The idea above where investors tend to do what others around them do, is also known as herding. This is because it makes one feels safe (part of being a herd). In fact, in times of market volatility, going against the grain and doing the exact opposite of popular opinion can lead to amazing results over the long term- Buying more when markets fall (even though emotionally you may be feeling sad like others around you) and cashing out when markets rise (even though your heightened spirits make you want to do otherwise).
Confirmation bias: Investors sometimes have a preconceived notion of what’s right and what’s wrong, and the moment they find another person saying something similar or taking a similar decision, it tends to confirm what they had in their mind, leading to incorrect decisions being taken. Hence, it is important to think your decisions through after having considered all relevant facts and figures, and not be impulsive about it.
Loss aversion: The human reaction to a similar level of gain or loss is not equal. In fact, a lot of research on this subject reveals that people tend to feel the pain of losing Rs 100 twice or more than the joy from finding Rs 100 unexpectedly. This basically means that people tend to do things to avoid making a loss rather than aiming to make gains. When it comes to investing, this idea is visible when we see people over-diversifying their investments across many similar mutual funds, thereby losing the real advantage behind investing right. This idea is also reflected in people ‘thinking’ that they will do the right things- for eg, buy more when the market falls or sell out when the market rises and their investment reaches a desired level, but ‘doing’ the exact opposite of this.
Self serving bias:
Investors may have made an investment in a mutual fund of their choice, and may have made tremendous returns in less than 6 months. This makes them feel confident that they are great investors and can beat the market easily. They end up underestimating the impact of external factors when they ‘win’ and overestimating ‘what they did’ to make the gains they made. Hence, they suffer from the self serving bias- which suggests that the good that happens is ‘because of me’ and the bad that happens is ‘because of something or somebody else’.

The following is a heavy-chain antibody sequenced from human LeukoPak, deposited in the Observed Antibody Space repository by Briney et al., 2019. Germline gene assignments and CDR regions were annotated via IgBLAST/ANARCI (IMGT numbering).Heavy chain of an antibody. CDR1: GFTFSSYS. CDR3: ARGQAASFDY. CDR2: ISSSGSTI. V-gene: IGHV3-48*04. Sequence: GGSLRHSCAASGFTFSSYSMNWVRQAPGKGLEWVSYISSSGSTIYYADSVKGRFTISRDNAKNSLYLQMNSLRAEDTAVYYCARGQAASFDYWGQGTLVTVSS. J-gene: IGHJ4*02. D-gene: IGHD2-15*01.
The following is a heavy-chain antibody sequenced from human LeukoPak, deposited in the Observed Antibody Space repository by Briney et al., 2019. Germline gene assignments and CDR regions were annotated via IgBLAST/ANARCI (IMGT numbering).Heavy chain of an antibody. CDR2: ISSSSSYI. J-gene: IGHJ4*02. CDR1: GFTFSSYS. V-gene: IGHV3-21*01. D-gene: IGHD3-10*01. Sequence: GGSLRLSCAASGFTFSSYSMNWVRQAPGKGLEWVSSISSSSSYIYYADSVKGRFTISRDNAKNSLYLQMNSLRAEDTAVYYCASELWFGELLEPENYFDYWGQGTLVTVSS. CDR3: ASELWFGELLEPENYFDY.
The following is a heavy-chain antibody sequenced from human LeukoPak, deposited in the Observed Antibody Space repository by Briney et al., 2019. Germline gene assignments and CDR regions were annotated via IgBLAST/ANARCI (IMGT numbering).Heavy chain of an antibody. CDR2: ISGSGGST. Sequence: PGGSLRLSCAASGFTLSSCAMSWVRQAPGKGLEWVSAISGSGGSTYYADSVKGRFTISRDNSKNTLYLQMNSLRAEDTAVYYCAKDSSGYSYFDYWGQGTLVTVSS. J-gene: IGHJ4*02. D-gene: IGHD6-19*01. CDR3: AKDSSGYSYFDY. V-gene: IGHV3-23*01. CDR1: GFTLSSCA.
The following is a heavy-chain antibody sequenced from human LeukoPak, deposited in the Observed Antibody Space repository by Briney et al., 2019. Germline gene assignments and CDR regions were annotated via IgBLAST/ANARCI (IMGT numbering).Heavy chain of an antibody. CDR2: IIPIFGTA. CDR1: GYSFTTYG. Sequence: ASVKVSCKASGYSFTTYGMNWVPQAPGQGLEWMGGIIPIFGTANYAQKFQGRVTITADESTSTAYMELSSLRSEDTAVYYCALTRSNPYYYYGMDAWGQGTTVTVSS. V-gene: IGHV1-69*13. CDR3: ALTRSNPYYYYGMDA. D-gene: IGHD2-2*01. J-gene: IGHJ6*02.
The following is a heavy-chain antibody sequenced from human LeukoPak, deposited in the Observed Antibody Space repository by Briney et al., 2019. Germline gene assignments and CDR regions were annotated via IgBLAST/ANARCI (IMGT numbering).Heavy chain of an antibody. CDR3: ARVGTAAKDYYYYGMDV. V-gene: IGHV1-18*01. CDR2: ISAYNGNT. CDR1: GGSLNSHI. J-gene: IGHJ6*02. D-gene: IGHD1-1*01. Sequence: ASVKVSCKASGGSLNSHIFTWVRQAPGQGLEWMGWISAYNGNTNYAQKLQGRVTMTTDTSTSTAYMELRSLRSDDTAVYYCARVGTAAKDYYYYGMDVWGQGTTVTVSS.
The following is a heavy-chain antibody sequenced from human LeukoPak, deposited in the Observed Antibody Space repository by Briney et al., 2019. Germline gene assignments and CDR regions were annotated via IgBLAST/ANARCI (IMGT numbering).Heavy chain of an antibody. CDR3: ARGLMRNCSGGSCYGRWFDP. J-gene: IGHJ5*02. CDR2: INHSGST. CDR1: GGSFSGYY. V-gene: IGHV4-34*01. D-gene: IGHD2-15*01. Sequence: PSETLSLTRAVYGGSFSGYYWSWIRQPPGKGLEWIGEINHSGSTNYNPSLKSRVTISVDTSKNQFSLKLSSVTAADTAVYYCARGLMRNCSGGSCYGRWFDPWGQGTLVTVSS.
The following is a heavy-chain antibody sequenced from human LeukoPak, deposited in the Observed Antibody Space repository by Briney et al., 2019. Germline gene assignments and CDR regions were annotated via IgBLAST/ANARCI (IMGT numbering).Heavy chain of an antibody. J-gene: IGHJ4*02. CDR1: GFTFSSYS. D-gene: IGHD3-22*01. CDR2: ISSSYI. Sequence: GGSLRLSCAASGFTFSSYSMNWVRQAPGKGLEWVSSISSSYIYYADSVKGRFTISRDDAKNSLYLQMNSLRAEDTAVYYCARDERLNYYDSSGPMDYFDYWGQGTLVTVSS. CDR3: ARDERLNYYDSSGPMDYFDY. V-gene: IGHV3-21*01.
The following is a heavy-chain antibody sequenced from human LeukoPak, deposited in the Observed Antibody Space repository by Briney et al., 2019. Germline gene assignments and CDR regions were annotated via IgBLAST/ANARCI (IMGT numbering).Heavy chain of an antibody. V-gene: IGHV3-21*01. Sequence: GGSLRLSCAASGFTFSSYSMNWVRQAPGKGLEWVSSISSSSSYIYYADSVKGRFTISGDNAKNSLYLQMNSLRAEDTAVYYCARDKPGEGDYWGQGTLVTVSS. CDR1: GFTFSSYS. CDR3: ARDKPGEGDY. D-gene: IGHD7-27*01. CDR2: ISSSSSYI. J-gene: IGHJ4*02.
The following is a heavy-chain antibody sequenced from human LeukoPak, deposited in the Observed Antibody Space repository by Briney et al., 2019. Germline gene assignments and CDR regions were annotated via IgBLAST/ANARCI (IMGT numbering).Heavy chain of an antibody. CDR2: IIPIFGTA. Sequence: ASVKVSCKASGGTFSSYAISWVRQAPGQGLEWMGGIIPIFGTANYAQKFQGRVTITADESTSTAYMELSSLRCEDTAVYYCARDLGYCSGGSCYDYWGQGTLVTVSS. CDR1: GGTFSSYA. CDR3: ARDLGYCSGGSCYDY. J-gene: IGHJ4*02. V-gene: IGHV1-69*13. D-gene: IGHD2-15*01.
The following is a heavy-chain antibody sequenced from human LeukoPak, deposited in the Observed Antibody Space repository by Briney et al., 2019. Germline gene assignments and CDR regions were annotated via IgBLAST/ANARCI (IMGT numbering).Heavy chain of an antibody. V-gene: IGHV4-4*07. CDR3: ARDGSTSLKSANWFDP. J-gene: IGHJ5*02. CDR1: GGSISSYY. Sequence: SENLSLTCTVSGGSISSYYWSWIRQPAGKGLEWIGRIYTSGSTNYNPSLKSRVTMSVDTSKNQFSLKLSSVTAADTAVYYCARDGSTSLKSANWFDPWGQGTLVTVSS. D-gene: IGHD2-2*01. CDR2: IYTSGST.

In today’s world, we all like to have choices and the world of mutual funds offers us plenty of those, no matter what kind of investments one wants to make. However, choice also leads to paralysis as instead of thinking a decision through, when faced with many choices, you may simply delay making the choice to avoid tough decision making.
Mutual fund investors often believe that what happened will repeat itself again. This is why the famous saying goes “past performance is no guarantee of future results”. Instead, most investors tend to go with top-10 performing funds in the last year or so, and make decisions based on this oversimplified assumption that these funds will give them high returns again. There is enough evidence to suggest this does not always happen. This is why experts recommend not just considering recent performance, but also many other factors before making an investment decision.
How did you do?
You answered 2 out of 3 questions correctly, achieving an overall percentage of 67%.
Which of the following is not a factor you should consider while planning for your retirement?
Trying to time the market for the perfect investment opportunities
Trying to time the market for the perfect investment opportunities
Starting early with your investments when it comes to retirement planning means that over time, you can get the benefit of:
The power of compounding
Inflation, or rising prices, will also impact your plans to achieve your retirement corpus.